Little information upfront: What is called Intel Xe aka Gen12 is the architecture for the first dedicated and modern graphics chip since i740 1998. Several models are currently under development, at least some of which are DG1 (Discrete Graphic 1) aka Arctic Sound aka Arctic Sound aka Arctic Sound executable silicon exists. For supercomputers, Intel is developing a 7-nm branch, this brings Ponte Vecchio as a code name and is at the upcoming Aurora, the first Exaflops supercomputer in the US.
At the 2019 Supercomputer in Denver, USA, Intel has mentioned some details about Aurora and Ponte Vecchio: This system is expected to reach more than one Exaflops and is being developed on behalf of the Department of Energy (DoE) to be commissioned in 2021 at the Argonne National Laboratory in Chicago. Each Aurora compute node consists of six 7nm Xe accelerators and two Xeon CPUs, where Intel uses Sapphire Rapids with production of 10 ++ nm. The processor connects DDR5 memory and Optane Memory which is not volatile.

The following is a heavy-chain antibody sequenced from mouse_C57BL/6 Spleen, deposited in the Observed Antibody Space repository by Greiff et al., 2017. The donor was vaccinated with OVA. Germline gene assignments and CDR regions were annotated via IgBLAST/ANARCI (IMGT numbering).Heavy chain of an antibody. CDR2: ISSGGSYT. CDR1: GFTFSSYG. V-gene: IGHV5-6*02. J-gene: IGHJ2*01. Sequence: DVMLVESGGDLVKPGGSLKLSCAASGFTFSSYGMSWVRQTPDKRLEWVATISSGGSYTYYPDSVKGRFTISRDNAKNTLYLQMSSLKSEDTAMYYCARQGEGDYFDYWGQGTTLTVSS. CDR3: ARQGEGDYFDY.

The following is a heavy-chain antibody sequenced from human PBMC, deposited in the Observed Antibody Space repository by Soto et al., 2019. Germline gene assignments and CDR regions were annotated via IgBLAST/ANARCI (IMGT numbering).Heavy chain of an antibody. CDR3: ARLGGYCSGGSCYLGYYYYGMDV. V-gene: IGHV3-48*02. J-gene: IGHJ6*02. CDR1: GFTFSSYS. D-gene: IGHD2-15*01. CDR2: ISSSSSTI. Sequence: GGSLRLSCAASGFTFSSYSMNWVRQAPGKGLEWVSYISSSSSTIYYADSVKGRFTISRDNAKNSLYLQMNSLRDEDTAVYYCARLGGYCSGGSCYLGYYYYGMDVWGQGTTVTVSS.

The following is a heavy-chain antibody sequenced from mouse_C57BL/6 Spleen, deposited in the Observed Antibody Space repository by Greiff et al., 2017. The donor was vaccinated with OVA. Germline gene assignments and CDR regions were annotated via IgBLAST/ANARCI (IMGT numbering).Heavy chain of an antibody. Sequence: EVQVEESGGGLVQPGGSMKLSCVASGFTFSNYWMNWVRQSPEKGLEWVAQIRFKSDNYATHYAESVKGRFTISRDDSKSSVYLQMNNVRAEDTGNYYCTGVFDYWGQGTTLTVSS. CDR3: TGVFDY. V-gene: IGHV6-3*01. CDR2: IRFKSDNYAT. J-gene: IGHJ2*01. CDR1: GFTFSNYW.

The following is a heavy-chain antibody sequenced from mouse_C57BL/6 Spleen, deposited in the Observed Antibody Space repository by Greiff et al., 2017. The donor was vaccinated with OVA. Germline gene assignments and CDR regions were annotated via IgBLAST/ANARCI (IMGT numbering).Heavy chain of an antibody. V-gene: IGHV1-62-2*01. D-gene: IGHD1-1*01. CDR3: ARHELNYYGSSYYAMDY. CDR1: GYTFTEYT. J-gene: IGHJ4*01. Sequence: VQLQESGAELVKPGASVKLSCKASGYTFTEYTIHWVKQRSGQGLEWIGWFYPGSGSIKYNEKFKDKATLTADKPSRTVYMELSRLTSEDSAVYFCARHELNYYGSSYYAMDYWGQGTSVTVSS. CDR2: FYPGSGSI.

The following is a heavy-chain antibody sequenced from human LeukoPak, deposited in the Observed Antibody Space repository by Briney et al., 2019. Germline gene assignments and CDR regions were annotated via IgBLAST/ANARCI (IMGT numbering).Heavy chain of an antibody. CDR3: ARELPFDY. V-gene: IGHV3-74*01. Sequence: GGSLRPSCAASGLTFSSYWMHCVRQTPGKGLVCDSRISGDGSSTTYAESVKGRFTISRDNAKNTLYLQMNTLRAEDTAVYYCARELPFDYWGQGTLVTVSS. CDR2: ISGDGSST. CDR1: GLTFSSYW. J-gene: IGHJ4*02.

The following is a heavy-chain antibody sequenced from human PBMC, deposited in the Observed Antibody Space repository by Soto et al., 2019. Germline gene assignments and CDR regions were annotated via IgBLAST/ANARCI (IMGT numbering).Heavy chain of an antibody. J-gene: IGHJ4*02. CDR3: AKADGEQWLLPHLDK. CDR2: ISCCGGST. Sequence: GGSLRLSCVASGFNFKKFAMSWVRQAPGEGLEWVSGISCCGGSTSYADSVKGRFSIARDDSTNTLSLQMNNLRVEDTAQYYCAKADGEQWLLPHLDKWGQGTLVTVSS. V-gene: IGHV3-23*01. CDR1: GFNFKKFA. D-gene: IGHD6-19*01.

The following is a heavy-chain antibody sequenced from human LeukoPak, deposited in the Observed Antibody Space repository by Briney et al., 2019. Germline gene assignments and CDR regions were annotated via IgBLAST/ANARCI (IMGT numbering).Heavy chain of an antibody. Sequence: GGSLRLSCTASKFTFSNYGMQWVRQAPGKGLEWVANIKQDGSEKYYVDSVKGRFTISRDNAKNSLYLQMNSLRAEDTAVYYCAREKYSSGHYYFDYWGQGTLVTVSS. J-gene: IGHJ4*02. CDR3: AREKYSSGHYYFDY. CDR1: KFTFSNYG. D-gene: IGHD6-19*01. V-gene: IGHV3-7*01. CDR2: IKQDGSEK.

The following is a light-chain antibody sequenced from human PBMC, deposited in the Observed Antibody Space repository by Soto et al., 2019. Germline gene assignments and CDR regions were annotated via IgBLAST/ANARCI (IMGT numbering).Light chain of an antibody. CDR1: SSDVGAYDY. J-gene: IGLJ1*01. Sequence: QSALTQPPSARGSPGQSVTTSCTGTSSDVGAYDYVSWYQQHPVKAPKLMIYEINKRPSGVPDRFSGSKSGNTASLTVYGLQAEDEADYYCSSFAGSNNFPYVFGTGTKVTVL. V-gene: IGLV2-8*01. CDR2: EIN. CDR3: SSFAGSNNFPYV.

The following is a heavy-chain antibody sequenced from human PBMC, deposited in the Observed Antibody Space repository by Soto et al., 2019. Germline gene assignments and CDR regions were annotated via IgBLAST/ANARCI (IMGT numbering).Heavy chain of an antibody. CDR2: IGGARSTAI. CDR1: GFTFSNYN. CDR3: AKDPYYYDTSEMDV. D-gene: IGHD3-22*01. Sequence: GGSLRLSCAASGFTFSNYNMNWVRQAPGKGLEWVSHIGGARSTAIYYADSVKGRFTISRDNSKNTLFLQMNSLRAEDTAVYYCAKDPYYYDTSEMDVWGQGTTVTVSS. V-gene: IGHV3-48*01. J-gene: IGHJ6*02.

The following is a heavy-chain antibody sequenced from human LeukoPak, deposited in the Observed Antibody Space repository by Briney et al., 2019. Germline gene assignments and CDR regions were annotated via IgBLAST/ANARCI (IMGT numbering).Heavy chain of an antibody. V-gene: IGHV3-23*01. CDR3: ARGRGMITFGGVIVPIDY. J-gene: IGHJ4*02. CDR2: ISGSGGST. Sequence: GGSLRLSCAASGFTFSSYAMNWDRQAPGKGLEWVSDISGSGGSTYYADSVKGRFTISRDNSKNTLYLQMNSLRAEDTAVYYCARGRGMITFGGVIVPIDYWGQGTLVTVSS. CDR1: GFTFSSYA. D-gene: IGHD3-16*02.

Each Ponte Vecchio can communicate directly with each Ponte Vecchio, Intel uses the Compute Express Link (CXL) version to connect the Sapphire cache coherently with the 7-nm Xe accelerator. Based on the combination of 2.5D and 3D packaging, more specifically EMIB (Embedded Multi The Interconnect Bridge) and Intel's Foveros. In early July 2019, Intel demonstrated how this could look like a design based on HBM2 memory stacks and some dead logic on one operator. For Ponte Vecchio, manufacturers generally talk about packet cache very much and very quickly, indicating HBM2E or HBM3.
Other features of Xe for supercomputers include Intel, but the chip will have much-needed support for the HPC segment for high-speed double-precision calculation (FP64). In addition, there are flexible matrix and vector machines, so here Intel tends to speed up typical algorithms for machine learning in hardware. Aurora runs the Intel OneAPI software stack, which handles CPUs via FPGA and GPUs of all types of accelerators.